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Almost a Sister

I reached the antique couch in three quick strides, then perched on its silky edge. Sister Anna, the postulant mistress, sat across from me in a green-cushioned rocking chair. She looked so graceful and elegant in her white habit and black veil, especially in comparison to my rolled-up capris and sweaty t-shirt.

Sister gave me a serene smile. "Do you have any questions for me?"

I nodded. "In the convent, Sister, can you still keep your old friends?"

“Yes.” Sr. Anna said quietly. “I still have my best friend from before the convent. We cannot talk or see each other very often, but we are still best friends.”

My thoughts jumped immediately to my best friend in Seattle. She won't be very happy if I choose to enter here.

“How long have you been discerning, Mary?”

“Not very long, Sister. Just a few months.” I rested my elbows on my knees, pressed my fingers into my temples. “I—I feel so certain God is calling me to be a sister in here,” I pointed at my heart. “But...what if I’m wrong?”

Sr. Anna shrugged, folded her hands beneath the folds of her scapular.

“God will not deceive you,” she said.

Her simple words startled me.

Of course, I thought. Why would God make it impossible for me to understand what He wants me to do?

The Saint Cecilia Song

Later on retreat, we gathered in the hall to spend an hour with the novices.

“Oh, the novices!” One of the “black veil” sisters said. “They are so close to Jesus during their cloistered year!”

The second-year sisters looked heavenly indeed, dressed all in white. We retreatants were invited to ask them questions.

“How did you know?” The first retreatant asked.

Sister Rose, a smaller sister with dark hair, freckles, and glasses, spoke first.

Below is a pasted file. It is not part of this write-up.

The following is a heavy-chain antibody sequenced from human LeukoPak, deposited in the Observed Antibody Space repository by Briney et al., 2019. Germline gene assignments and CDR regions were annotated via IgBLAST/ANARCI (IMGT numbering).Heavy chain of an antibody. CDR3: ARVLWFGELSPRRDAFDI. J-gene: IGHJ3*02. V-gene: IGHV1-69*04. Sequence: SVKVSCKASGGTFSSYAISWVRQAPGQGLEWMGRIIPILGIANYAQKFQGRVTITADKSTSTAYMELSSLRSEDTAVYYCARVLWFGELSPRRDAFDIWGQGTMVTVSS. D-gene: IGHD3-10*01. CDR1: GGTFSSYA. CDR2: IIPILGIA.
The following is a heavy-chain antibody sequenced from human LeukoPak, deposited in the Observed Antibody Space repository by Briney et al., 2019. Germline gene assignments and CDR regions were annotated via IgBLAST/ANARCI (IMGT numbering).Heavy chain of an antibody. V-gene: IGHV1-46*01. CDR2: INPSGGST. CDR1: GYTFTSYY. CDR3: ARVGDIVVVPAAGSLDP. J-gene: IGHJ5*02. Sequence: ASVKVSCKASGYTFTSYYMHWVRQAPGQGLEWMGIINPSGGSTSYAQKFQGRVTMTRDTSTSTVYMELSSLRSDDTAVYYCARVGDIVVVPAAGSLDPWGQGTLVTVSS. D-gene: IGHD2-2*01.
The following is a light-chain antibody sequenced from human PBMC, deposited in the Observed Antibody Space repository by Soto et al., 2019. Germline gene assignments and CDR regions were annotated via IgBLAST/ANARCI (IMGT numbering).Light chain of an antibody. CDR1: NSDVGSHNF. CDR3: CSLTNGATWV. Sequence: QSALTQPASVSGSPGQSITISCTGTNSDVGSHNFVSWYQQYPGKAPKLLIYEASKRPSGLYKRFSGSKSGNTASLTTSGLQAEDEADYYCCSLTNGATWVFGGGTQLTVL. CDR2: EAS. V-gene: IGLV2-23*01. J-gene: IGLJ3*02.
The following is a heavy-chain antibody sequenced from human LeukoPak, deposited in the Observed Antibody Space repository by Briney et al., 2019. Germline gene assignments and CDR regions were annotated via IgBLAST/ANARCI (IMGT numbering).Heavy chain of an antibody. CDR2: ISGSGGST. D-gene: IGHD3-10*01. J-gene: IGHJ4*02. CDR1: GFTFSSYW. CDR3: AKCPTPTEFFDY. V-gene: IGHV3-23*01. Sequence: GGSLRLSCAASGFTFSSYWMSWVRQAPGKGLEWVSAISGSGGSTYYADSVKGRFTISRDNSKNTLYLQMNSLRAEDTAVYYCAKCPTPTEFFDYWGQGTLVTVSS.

“It was because I had a certain sense of wanting to love everybody,” she said. “That it wouldn’t be enough for me to love just one man, and one family. That God had made my heart to love the whole world.”

As I gazed at Sister Rose and the other twenty plus novices, seated together on the steps to the stage, their lives seemed more than ever a beautiful mystery. What was it about this simple, austere life that filled these women with so much joy?

Sister Rose pulled out a guitar, and another sister held up a violin.

"We wrote a song about St. Cecilia," said Sr. Rose. "We'd like to share it with you."

The instrumentalists played a short introduction, and then the novices began to sing. No one voice stood out in particular; rather, each sister's voice blended into a soaring unity:

While the music played, Cecilia sang

In her heart to her God

Though the darkness raged, Cecilia prayed

Make my heart immaculate...

It was a song about Saint Cecilia, patroness of the Sisters, ancient virgin and martyr. It told of her courage in the face of danger, and her love and fidelity to the Lord. The words seemed to spring from the depths of the novice's hearts, proclaiming their longing for the Lord:

Christ, Lord of Life, perfect Lamb sacrificed,

All I am, is thine, receive me now...